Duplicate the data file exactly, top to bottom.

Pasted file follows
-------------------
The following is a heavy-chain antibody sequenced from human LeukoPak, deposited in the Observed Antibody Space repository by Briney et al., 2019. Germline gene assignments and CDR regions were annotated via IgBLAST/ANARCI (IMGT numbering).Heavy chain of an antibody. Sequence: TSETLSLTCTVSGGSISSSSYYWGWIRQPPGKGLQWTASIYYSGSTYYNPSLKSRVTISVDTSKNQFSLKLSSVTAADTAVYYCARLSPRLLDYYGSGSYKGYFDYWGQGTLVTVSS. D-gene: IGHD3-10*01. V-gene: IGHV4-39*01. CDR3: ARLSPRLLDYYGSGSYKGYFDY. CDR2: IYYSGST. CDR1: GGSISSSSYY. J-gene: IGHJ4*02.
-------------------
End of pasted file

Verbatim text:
The following is a heavy-chain antibody sequenced from human LeukoPak, deposited in the Observed Antibody Space repository by Briney et al., 2019. Germline gene assignments and CDR regions were annotated via IgBLAST/ANARCI (IMGT numbering).Heavy chain of an antibody. Sequence: TSETLSLTCTVSGGSISSSSYYWGWIRQPPGKGLQWTASIYYSGSTYYNPSLKSRVTISVDTSKNQFSLKLSSVTAADTAVYYCARLSPRLLDYYGSGSYKGYFDYWGQGTLVTVSS. D-gene: IGHD3-10*01. V-gene: IGHV4-39*01. CDR3: ARLSPRLLDYYGSGSYKGYFDY. CDR2: IYYSGST. CDR1: GGSISSSSYY. J-gene: IGHJ4*02.